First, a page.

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Home Prices See Strongest Gain in Over Seven Years

by Tara Steele, AGBeat

According to the National Association of Realtors’ second quarter report, median home prices continued improving, with annual price gains showing their strongest reading in more than seven years. Compared to the second quarter of last year, 87 percent of metropolitan areas studied showed gains, and 31 percent posted double-digit gains.

Eight markets were added to the report in the latest quarter. In the second quarter of last year, 75 percent of all available areas showed price gains from a year earlier, and only 14 percent of markets rose by double-digit amounts.

The trade group cites market challenges like rising mortgage interest rates and buyers being impacted by rising prices, but asserts that most buyers remain “well positioned to afford a home in their area.”

Lawrence Yun, NAR’s chief economist, said tight inventory is continuing to drive home prices.

“There continue to be more buyers than sellers, and that is placing pressure on home prices, with multiple bids common in some areas of the country.” he said. “Higher interest rates are now causing sales to level out, but the tight supply conditions look to be with us for the balance of the year in most of the country. Areas with tighter supplies generally are seeing the strongest price growth, including markets such as Sacramento, Atlanta, Las Vegas, Naples, San Francisco and Los Angeles.”

Median Home Price Hits $203,500

Nationally, the median existing single-family home price rose 12.2 percent in one year to $203,500, marking the strongest year-over-year increase since the fourth quarter of 2005, when it surged 13.6 percent. NAR reports that “a shrinking market share of lower priced homes accounts for some of the price growth,” with distressed sales accounting for only 17 percent of sales in the second quarter, down from 26 percent a year ago.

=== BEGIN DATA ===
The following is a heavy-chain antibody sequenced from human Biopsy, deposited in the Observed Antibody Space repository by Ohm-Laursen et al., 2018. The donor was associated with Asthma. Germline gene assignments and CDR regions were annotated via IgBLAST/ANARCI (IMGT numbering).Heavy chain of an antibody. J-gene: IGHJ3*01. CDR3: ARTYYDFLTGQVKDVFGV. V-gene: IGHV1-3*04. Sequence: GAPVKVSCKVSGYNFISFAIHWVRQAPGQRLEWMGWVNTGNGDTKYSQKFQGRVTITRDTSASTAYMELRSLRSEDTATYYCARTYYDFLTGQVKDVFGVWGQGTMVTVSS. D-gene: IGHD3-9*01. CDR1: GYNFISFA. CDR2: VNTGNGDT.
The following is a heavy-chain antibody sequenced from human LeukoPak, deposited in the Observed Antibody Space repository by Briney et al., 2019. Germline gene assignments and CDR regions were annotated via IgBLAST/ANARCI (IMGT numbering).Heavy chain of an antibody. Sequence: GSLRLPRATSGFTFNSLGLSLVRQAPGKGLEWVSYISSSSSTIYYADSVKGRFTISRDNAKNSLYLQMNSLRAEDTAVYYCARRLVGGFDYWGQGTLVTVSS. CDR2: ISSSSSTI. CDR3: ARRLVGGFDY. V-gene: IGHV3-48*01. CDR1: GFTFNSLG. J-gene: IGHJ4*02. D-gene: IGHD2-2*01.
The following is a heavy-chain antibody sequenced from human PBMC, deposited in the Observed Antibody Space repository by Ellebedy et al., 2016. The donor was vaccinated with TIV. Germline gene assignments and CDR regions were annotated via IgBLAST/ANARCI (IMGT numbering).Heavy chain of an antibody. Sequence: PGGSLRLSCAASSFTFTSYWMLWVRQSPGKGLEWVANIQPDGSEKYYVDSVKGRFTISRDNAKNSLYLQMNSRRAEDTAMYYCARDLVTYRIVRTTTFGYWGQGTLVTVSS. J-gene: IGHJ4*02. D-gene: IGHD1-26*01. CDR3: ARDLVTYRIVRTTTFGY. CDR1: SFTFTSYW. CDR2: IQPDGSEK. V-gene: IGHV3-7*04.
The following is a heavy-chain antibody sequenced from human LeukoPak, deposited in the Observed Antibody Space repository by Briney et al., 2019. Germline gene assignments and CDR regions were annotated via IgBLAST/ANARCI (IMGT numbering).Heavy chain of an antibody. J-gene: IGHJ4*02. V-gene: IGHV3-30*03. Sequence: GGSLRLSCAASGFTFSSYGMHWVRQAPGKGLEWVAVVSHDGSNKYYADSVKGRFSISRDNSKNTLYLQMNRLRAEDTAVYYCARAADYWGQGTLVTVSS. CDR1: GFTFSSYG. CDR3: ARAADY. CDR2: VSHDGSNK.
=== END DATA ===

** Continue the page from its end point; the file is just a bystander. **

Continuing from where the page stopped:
“In areas where foreclosed inventory still looms because distressed properties are mired in a slow process, lender and market uncertainty are holding back price growth,” Yun said. “This includes areas such as New York City; Hartford, Conn.; and some markets in New Jersey.”

At the end of the second quarter, the 2.19 million existing homes available for sale represented a 7.6 percent annual drop in inventory, with the average supply dipping to 5.1 months, down from 6.4 months last year at this time.

“Supplies in the low five-month range can be expected for the foreseeable future,” Yun said. “Steady increases in new home construction will help to relieve shortage conditions going into 2014, which would moderate price growth.”

Regional Performance Varied

In the Midwest, existing-home sales rose 2.3 percent in the second quarter and are 14.6 percent higher than a year ago. The median existing single-family home price in the Midwest increased 7.9 percent to $160,600 in the second quarter from the same quarter last year.

Existing-home sales in the South increased 3.2 percent in the second quarter and are 15.1 percent above the second quarter of 2012. The median existing single-family home price in the South was $180,700 in the second quarter, up 11.0 percent from a year earlier.

In the West, existing-home sales rose 2.5 percent in the second quarter and are 7.4 percent above a year ago. With limited inventory, the median existing single-family home price in the West surged 18.2 percent to $277,500 in the second quarter from the second quarter of 2012.

Existing-home sales in the Northeast were unchanged in the second quarter but are 9.1 percent above the second quarter of 2012. The median existing single-family home price in the Northeast was $257,900 in the second quarter, up 6.9 percent to from a year ago.

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